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Getting Things Done When You Are Not in Charge

Getting Things Done When You Are Not in Charge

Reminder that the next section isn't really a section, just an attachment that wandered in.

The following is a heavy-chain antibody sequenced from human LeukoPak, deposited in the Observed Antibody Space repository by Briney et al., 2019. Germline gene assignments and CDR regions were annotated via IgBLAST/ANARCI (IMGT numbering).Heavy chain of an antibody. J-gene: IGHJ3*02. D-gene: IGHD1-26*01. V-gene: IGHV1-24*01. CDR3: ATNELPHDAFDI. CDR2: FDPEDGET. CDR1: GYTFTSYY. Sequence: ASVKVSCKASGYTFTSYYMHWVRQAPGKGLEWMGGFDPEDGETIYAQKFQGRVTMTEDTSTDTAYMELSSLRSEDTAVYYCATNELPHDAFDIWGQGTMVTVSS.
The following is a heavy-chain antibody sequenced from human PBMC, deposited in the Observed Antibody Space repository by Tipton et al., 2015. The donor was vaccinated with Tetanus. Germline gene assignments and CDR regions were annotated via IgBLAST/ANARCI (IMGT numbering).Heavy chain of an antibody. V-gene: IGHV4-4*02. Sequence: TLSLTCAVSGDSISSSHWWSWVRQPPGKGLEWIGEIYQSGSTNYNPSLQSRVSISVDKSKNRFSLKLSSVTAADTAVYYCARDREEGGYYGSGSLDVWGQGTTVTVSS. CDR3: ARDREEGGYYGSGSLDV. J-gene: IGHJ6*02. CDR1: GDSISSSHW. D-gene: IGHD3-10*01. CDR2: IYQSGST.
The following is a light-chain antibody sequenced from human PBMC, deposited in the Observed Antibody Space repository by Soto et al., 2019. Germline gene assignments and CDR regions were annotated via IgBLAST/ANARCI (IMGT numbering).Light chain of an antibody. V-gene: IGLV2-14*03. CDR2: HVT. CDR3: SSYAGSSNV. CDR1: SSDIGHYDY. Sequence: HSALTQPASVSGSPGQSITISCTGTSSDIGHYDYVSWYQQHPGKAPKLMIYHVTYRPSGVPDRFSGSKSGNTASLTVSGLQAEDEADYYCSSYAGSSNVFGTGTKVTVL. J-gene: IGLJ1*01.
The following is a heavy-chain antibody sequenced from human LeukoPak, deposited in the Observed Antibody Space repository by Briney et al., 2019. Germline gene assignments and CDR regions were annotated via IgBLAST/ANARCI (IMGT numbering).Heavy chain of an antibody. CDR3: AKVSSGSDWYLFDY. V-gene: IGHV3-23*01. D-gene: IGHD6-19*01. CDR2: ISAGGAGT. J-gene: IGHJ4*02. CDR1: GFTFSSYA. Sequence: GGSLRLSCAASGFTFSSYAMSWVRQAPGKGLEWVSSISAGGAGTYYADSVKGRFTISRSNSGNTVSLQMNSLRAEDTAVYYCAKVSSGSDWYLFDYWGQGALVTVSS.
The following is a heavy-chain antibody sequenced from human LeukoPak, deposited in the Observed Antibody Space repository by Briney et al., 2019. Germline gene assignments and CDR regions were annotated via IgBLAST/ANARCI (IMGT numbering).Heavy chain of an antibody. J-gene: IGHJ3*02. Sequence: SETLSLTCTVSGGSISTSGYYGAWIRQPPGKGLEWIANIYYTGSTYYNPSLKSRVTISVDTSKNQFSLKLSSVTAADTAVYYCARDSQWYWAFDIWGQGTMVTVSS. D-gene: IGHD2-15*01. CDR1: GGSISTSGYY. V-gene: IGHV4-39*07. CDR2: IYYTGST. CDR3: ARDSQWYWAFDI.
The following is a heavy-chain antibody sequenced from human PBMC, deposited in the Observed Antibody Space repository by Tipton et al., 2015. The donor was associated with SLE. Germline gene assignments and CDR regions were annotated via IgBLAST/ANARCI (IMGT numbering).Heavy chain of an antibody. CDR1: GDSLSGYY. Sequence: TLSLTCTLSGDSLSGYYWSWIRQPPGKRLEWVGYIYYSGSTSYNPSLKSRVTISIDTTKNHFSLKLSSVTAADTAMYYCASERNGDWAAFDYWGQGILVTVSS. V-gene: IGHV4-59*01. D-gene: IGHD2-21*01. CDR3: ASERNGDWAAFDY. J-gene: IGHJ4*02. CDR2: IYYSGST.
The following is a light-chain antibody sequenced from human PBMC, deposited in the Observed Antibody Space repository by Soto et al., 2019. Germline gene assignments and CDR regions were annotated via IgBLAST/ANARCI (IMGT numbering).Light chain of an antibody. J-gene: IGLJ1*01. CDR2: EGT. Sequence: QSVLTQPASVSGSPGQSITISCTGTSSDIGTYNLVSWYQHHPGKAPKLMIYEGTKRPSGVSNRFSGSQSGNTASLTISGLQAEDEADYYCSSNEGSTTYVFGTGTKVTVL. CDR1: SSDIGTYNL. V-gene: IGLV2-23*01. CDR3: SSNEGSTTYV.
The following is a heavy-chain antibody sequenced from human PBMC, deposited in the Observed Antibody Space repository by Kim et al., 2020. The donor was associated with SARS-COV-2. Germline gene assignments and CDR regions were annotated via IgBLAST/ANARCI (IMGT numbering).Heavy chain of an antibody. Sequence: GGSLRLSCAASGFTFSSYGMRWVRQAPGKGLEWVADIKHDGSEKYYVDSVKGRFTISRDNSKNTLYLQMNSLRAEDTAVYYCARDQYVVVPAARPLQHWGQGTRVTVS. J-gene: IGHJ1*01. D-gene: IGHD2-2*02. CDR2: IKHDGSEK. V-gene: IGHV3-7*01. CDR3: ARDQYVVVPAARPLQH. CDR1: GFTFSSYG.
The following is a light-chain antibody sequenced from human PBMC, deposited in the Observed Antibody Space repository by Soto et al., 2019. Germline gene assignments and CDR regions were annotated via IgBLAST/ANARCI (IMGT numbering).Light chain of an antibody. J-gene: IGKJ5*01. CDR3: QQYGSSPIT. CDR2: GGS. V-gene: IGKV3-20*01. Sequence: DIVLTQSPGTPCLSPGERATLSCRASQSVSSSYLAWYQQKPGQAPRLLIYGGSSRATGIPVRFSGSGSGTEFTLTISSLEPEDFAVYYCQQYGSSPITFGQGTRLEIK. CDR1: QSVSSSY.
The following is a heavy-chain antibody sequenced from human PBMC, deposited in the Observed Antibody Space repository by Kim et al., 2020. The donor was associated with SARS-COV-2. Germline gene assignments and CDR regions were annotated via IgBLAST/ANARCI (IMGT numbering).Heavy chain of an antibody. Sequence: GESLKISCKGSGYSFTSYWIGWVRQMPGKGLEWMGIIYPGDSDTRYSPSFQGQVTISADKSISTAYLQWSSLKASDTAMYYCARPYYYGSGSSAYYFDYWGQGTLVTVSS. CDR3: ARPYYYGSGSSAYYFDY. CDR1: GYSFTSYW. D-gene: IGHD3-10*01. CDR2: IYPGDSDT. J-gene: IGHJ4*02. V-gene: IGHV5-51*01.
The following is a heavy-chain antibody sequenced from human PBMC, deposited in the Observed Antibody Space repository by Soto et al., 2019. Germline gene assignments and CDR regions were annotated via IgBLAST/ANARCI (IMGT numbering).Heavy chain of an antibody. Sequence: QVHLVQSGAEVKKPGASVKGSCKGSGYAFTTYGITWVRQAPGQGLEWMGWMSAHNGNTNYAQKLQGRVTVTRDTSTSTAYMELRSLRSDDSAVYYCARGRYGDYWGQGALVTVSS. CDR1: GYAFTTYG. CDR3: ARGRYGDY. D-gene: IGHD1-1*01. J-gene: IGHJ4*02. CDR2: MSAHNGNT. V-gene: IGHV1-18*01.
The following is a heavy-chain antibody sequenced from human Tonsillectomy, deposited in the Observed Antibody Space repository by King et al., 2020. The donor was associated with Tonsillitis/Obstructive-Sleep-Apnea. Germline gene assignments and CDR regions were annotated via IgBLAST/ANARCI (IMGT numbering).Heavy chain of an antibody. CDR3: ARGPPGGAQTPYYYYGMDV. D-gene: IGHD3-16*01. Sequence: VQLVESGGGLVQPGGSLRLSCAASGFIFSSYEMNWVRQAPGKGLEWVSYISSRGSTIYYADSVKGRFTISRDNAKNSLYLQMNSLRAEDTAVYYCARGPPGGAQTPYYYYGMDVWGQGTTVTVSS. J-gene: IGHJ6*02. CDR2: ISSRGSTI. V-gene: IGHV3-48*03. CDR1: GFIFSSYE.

Getting Things Done When You Are Not in Charge Geoffrey Bellman You are not in charge and you want to make a difference: that is the dilemma. You may not know who is in charge in today's changing, temporary, and virtual organizations, but you know you are not! You are searching for ways to contribute through the work you do and gain some personal satisfaction in the process. This book can help you do just that. In this new edition of his classic book, Geoff Bellman shows readers how to make things happen in any organization regardless of their formal position. The new edition has been written for a wider audience, including people in both the for-profit and not-for-profit sectors, paid and volunteer workers, managers and individual contributors, contract and freelance workers. More than seventy percent of the material is brand new, including new examples, new chapters, new exercises, and much more. Geoffrey M. Bellman Getting Things Done When You Are Not in Charge, Second Edition To Michaela, Joshua, and Geoffrey Preface You are not in charge. You may not be clear who is in charge, but you know that you are not. In spite of this, you want to do your work well, you want to contribute to the organization, and you want to succeed personally. These wants often cause conflict, as you are challenged to support others’ goals while working toward your own. You feel irritated by the difficulty of trying to get something done and not having the power to do it. You feel constrained by the formal and informal boundaries of the organization. You try to do your best, but keep running up against the rules of play in the organization you are trying to help. You may work in the profit or not-for-profit sector. You may give your time or work for money. You may be a manager, a director, a salaried or an hourly worker. It does not matter. You share with many others the desire to do good work, the need for recognition, and the frustration of having your efforts blocked by the very organization you are trying to serve. You are not as powerless as you sometimes feel: that is the main premise of this book. This book explores the many ways you can get things done, support the work of others, and find greater life fulfillment through your work. There are ways of dealing with the issues inherent in working for an organization. I know the issues well after thirty-five years in and around organizations. I have lived with the dilemmas of working from the middle of large corporations, government agencies, school systems, hospitals, foundations, and not-for-profit organizations. I have had amazing success and sobering failure, and I have learned. This book builds on my learning, and on the learning of others with whom I have worked, and it can be a guide to your learning as well. It is my answer to the question “How can you feel good about your work and make a difference when you have little formal power?” Organizations loom large in our lives; you know the struggles that come with working in them. You know what it is like to have clear, constructive intentions and to be confounded by the way this place works. You know how hard it is to hold onto hope while faced with daily frustrations. You know the stress, the burnout, the fatigue, and you have felt yourself alternately rising to the challenge or sinking into skepticism. You see those frequent “learning opportunities” that come with trying to get something done, and sometimes feel that you have learned enough – it is somebody else’s turn. You know the energy it takes to step back into the fray, and are tempted just to save your energy and protect yourself. This book helps your pursuit of the hope, the challenge, the opportunity, and the learning from right where you are now, in your formally less-powerful position. “I am not in charge.” Can you hear yourself saying these words? Say them aloud or in your mind: What do you sound like? What was your tone of voice? How did you feel? When did you last say something like this to someone about your work? As I have listened to myself and others say these words, I sort the statements and their underlying feelings into two stacks: One stack sounds more active, hopeful, or even matter-of-fact; the other sounds more passive, powerless, or even victimized. Over my many work years, I have contributed to both stacks… and guess which stack I feel better about. If you are not in charge, who is? That is a good question. You will see, as you read further, that I doubt any one person is truly in charge. We create a sense of purpose and responsibility together, and we do it in ways that make us all interdependent – whether we choose to see it that way or not. Everyone is accountable to others, and that accountability circles back within the boundaries of an organization, helping to define what it is and what it does. We point to the CEO’s or ED’s or Chairs as if they are in charge, but that is more our wish for simplicity and security than it is an expression of reality. We maintain the “inchargeness” that selected people experience for organizational convenience; we know just how much and how little they are really in charge of. We agree to putting some people “in charge,” knowing that they have to earn the support of the people around them if they are to get anything done. If anyone is in charge around here, it is the top executive, right? Well, no. In my close work with the leaders of many organizations, I have noticed the direct relationship between their effectiveness and not being in charge. Said differently, those executives who constantly be-have as if they are in charge are not nearly as effective as those who act as if they are not. What This New Edition Is About Fifteen years ago, I wrote what I thought was my first and last book on getting things done from the middle of large organizations. That book was titled The Quest for Staff Leadership; it was written for the managers of service and support functions in corporate America. The book was well received, went through five printings, and even received a national award. Six years later I revised the book significantly, wrote it to a wider audience – everyone in support positions in the corporate world. And here I am rewriting it yet again, and reaching out beyond the corporate world to everyone in the middle of organizations of any kind. This rewriting, moving from book two to book three, is just as significant as the move from book one to book two. There are two main reasons: what has been happening in the organization world and what I have learned along the way. In the fifteen years since book one, the organization world has been chaotic. Reading over my earlier versions reminded me of how much the organizational world has changed in less than a generation. Information technology and systems, cyberspace, mergers, acquisitions and divestitures, virtual teams, global marketplace, generation X, politics, prosperity, recession, dot.coms, shifting demography, aging population, health care, education, and you could add to the list. Change is in the air. It is disrupting everything and everyone who tries to remain static, and it looks as if this unpredictable untidiness will continue indefinitely. All of this external change profoundly affects the ways we get things done, and makes working successfully from the middle even more important than ever before. I have added fifteen years to my work experience, and I have added years of not-for-profit experience to my years with for-profits. I’ve had more time to watch for patterns. I’ve learned more about what allows people to thrive in the middle of organizations, and I am more encouraged than ever about the opportunities present in today’s emerging organizations for the able, invested individual. This new book might better be called an adaptation than a new edition. Not a paragraph has gone untouched; much of it is brand new. The entire book has been refocused, rewritten, and reordered. Why I Wrote This Book Work is central, whether you are telecommuting from home, or traveling with an electronic tether back to the office, or showing up daily to pursue the same work in the same cubicle, or giving hours a week to your community. Work is a primary way to develop yourself while contributing to the world. You have the opportunity to pursue your life’s meaning through working, and this book was written to help you in that pursuit. There ought to be more to life in an organization than just “earning a living” or “doing your duty.” Work offers the real possibility of accomplishing something wonderful for yourself, for the people you work with, for the organization you serve, and even for the community and world beyond. Through this book I will help you to consider what you want to accomplish and to do something about it. Your effectiveness in your various tasks and your power with the others with whom you work, comes from your sense of work’s importance in your life. Your enthusiasm for your work and your delight with your contribution are directly connected to your sense that this work has meaning in your life. This book is infused with the essential importance of work to our lives; we have the opportunity (free or forced) to work and discover ourselves in the process. Our daily practical choices can lead us toward the lives we want. The higher authority of our own life purpose can inform each decision we make in a way that gives us more success and happiness. At least, that is what I am reaching for through writing this book; I hope to be a guide for you in your work life. The practical choices and actions involved in doing this will become clear in later chapters. Who Is This Book For? If you regularly work with an organization – for money or for free – and you want to succeed for the sake of the organization and of yourself, then this book is for you. All you need to bring is the willingness to improve yourself and the organization. You do not need a high salary or position; you do not need a diploma or a desk. But you do need to bring yourself and the belief that your work can be a source of happiness. Many of our most successful workers love working. It’s not unusual to find two people working side by side, where she loves her work and he hates it – and both have the same job. What makes the difference? It is clearly not the nature of the work itself; it has more to do with how people approach it. And how they approach others. These two people with exactly the same roles have made regular choices about how they will deal with others, and each choice has its own consequences. These two people choose how they see their roles, and that choice too has consequences. All of this is played out within an organization culture full of expectations and assumptions about the people working there, yielding even more consequences. This book is for people who relish – or would like to relish – going to work each day because their work holds promise. Rather than wasting their breath complaining about their lack of formal power, they build their personal power and get things done. How to Read This Book I have written this book for the busy person who seldom reads a book from cover to cover. After the introduction and first chapter, go where your current issues and interests take you. I did not write the book in the order you find it, and you do not have to read it sequentially. Open it to a random chapter and start reading. You will find that most chapters, after first guiding your thinking to a few key points, offer examples, actions, and exercises that help you think more deeply about your work – and maybe even do something about it. Acknowledgments Life does not allow us to succeed on our own; others are essential in defining who we are. I am especially indebted to the many organizations with whom I have worked as an employee or a consultant, for pay or for free, over the last thirty-five years. They taught me how to work with them. Whatever you find useful here, I learned there. I appreciate the experienced eyes and professional minds who critiqued the first edition of this book and suggested what I might do this time: Thank you Allan Paulson, Kathleen Webb Tunney, Frank Basler, Cathie Leavitt, and Jeff Pym. Sheila Kelly did the editing; she is a joy to work with – and even more fun to be married to. Steve Piersanti and his company, Berrett-Koehler Publishers, treat me in ways that most authors only dream of. It is a privilege to work with him again, on this our fifth book together.     Geoff Bellman     Seattle     March 2001 INTRODUCTION You Are Not In Charge We succeed by helping others succeed; our accomplishment is dependent on theirs. In our more expansive moments, we might say that we make them successful. In their more generous moments, they might say that they couldn’t do it without us. We are often in-between, wondering how best to contribute and how much difference we make. Some of us get trapped “on hold,” waiting for the authority, waiting for others to tell us what to do. That does not work. Our only chance for contributing is to quit waiting and wondering and do something. We serve ourselves and others best when we do not wait. Initiate, with the organization and all involved people in mind. No, we are not in charge but we can act. No, we are not formally designated leaders, but we can lead. This book will help you think of yourself as a leader, as someone who helps an organization, its people, and resources move in new directions. Yes, right from where you are, not waiting until you’ve moved into a more powerful position. Whether you are an individual contributor, a middle manager, a school principal, or a precinct chair, there is much you can do from your position right there in the middle of things. Whether you are an entering programmer, a journeyman mechanic, a PTA parent, or a social worker, you can choose to lead others. And, the first step in leading others at work is leading your own life. The Illusion: Someone Is in Charge Many of us grew up with the expectation that someone will watch over us, take care of us, be “in charge,” “know best,” and that this will turn out okay. Our families, schools, communities, and organizations taught us to believe this, but their teachings began to fray pretty early, usually before we became adults. Our contradictory experience confused us; we saw people “in charge” producing very mixed results. The people in position to “do what’s best” disappointed us. Programs they created, decisions they made, did not turn out okay – at least not for us and what we wanted out of our lives. We discovered that they would not watch over us. An extremely hard part of this learning is not our disappointment in them but our struggles with our own responsibility: If they are not in charge, who is? If I cannot count on them, who can I count on? What is my responsibility in helping my family, my community, my employer, or this world? What can I, what will I, do with my life? These are the big questions lurking behind the work questions we struggle with daily. You may be thinking, “But someday I will be in charge of that committee (or agency or division or team) and I will Конец ознакомительного фрагмента. Текст предоставлен ООО «ЛитРес». Прочитайте эту книгу целиком, купив полную легальную версию (https://www.litres.ru/geoffrey-m-bellman-10731202/getting-things-done-when-you-are-not-in-charge/?lfrom=334617187) на ЛитРес. 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